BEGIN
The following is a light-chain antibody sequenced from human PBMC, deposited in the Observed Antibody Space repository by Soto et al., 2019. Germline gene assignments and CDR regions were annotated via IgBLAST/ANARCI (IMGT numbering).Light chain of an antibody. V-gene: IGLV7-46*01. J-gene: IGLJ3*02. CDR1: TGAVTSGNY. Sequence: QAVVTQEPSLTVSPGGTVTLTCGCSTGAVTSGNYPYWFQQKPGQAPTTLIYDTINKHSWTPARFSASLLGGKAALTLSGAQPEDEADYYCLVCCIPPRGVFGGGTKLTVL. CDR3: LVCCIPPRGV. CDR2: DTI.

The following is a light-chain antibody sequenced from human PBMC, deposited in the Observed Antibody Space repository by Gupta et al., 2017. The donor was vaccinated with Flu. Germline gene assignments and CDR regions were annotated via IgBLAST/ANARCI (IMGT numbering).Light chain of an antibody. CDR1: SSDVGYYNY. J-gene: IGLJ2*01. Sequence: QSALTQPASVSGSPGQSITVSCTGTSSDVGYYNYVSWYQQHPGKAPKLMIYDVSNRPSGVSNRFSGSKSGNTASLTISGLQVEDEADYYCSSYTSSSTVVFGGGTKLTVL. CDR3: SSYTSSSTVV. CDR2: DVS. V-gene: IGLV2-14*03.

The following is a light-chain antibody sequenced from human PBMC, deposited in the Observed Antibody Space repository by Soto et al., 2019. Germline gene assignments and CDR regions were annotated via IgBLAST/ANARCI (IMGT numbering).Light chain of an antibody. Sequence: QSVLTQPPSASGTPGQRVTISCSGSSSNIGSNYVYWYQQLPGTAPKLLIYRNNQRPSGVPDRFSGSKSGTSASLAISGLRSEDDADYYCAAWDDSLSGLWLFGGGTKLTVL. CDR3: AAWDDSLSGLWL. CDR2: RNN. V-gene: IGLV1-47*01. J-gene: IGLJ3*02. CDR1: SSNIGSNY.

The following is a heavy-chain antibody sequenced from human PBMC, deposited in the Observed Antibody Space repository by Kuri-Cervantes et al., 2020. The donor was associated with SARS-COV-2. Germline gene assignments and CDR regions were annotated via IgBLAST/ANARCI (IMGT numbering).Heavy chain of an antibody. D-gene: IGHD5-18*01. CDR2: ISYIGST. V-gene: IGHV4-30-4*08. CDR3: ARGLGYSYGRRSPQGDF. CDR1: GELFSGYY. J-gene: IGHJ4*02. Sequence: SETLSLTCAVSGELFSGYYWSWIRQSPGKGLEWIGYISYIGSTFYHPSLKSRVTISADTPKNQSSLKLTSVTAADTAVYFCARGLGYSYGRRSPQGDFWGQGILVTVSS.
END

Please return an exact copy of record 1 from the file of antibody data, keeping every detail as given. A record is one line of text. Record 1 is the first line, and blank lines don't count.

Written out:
The following is a light-chain antibody sequenced from human PBMC, deposited in the Observed Antibody Space repository by Soto et al., 2019. Germline gene assignments and CDR regions were annotated via IgBLAST/ANARCI (IMGT numbering).Light chain of an antibody. V-gene: IGLV7-46*01. J-gene: IGLJ3*02. CDR1: TGAVTSGNY. Sequence: QAVVTQEPSLTVSPGGTVTLTCGCSTGAVTSGNYPYWFQQKPGQAPTTLIYDTINKHSWTPARFSASLLGGKAALTLSGAQPEDEADYYCLVCCIPPRGVFGGGTKLTVL. CDR3: LVCCIPPRGV. CDR2: DTI.